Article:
With the current situation in Afghanistan unfolding faster than one can blink an eye, many have speculated that the Taliban’s seeming victory will be a confidence booster to multiple separatist and terror groups around the world, most notably to Southeast Asia and South Asia. The withdrawal also begs the question of whether US allies can rely on Washington for support in the face of China's aggression.
The events that unfolded on 15 August in Afghanistan are an indicator of the fragile nature of the security environment in the landlocked country. The fall of Kabul and the subsequent transfer of power to the Taliban were a reminder of how unpredictability and uncertainty are the central characteristic of the Afghan quagmire. Amid the takeover of Kabul, it becomes necessary to investigate where the fault lines lie and what the future and outcome of the National Resistance Front (NRF) and Taliban negotiations might be.
With the declaration of the establishment of the Islamic Emirate of Afghanistan, regional countries are debating their way forward to either recognizing the Taliban-led government or not. For the United States, the situation is rather challenging, as aside from the tough questions over the rationality of the “Forever War” and poorly managed withdrawal strategy by the Biden administration, Washington confronts a harder choice about the Taliban as well as how to manage the evacuation of American citizens and allies from Kabul.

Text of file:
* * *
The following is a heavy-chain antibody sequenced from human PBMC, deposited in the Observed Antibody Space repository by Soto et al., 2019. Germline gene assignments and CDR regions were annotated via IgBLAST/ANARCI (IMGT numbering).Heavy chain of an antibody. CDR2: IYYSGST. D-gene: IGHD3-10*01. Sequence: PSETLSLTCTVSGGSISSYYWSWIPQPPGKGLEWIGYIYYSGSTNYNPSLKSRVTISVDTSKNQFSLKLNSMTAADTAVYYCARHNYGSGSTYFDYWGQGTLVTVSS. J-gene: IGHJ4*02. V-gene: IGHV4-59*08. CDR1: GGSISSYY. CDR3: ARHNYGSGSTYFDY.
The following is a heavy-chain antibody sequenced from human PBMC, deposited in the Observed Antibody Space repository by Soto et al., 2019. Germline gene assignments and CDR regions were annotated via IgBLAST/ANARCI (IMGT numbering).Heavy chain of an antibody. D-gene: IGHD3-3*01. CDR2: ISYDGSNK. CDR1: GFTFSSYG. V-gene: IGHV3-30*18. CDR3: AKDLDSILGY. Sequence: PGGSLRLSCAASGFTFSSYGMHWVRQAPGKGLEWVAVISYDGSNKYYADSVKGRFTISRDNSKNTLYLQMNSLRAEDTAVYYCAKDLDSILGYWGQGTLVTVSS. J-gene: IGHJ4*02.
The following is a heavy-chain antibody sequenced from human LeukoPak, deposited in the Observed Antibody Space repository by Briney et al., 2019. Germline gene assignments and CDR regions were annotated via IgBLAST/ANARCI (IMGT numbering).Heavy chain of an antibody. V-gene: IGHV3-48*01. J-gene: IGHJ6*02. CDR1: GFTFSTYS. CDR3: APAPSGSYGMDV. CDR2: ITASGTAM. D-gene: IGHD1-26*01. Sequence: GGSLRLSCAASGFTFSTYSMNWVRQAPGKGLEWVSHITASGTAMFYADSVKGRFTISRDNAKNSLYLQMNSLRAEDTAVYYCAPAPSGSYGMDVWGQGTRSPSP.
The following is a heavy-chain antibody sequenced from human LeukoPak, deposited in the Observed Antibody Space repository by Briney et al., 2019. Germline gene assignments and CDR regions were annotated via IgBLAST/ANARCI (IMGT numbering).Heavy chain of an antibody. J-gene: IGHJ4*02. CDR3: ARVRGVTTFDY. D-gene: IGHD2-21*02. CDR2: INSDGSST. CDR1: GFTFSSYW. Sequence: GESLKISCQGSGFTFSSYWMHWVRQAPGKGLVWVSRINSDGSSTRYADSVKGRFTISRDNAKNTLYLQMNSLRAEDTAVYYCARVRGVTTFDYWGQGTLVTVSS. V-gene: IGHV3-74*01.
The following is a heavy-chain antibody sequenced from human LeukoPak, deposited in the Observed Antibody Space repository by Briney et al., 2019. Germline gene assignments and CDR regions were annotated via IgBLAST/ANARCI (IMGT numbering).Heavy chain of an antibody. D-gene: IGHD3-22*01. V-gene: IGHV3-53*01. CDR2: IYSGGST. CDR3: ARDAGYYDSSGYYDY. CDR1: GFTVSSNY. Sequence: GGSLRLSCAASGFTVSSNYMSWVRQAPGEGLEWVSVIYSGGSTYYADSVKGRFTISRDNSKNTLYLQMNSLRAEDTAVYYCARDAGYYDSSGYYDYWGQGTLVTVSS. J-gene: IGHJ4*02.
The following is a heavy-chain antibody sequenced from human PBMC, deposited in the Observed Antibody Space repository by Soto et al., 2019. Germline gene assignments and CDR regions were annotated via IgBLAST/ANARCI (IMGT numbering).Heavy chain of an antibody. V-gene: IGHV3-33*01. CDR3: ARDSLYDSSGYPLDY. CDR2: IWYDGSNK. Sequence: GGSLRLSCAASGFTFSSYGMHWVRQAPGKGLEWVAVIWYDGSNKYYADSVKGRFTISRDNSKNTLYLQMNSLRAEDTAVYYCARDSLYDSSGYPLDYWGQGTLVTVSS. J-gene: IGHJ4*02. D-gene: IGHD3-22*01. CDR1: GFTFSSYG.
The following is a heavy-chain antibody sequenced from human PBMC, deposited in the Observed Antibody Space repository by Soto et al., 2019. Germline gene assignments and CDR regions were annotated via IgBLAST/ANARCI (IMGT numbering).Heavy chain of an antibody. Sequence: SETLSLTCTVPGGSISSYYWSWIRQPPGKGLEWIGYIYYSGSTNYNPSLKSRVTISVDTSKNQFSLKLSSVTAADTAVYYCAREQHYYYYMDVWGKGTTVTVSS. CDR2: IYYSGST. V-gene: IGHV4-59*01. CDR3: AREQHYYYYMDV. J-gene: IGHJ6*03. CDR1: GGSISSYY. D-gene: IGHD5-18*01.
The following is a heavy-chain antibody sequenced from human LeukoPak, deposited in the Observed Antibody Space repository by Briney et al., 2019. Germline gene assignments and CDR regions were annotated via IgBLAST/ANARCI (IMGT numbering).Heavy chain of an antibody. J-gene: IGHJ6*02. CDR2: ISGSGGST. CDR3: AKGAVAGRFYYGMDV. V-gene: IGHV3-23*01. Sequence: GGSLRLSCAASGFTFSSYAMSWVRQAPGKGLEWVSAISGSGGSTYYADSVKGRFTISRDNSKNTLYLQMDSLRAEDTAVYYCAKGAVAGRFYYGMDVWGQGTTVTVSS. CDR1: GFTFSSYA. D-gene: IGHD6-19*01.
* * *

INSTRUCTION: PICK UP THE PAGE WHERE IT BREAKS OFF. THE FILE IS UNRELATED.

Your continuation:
With the Taliban’s return to power, nontraditional security threats—ranging from illicit drug trafficking to the revival of terrorist safe havens—will be major issues of concern.
Perhaps the toughest part of the post–Afghanistan War era will be an honest accounting of its implications. Two narratives are fast-emerging about the American pullout and the collapse of the Islamic Republic—yet after a cursory examination these narratives are closer to myth than reality.
China’s road ahead with Taliban-led Afghanistan will not be easy. Since the Taliban’s victory is already a fait accompli, recognition of its legitimacy by the international community will eventually follow. Until then, China will be among the only countries to recognize Taliban leadership. What does that mean for Beijing and other powers in the region?
However, there is another way to look at the Taliban victory. If one puts to one side the frame of liberal internationalism (which, after all, was an artifact of the post–Cold War unipolar moment) and adopts instead that of “great-power competition,” or GPC (which more accurately reflects the current geopolitical environment), concerns about the loss of Afghanistan to the forces of illiberalism quickly fade. And, as those concerns fade, a new picture comes into focus—one in which America’s great-power competitors, Russia and China, are forced to deal with a rapidly deteriorating situation in a region that both consider of vital importance to their security and broader geopolitical interests. However, what, specifically, does this new strategic picture look like? How should we think about the fall of Afghanistan in the context of post-unipolar moment world—a world in which great powers like the United States, China, and Russia vie with each other for power and influence?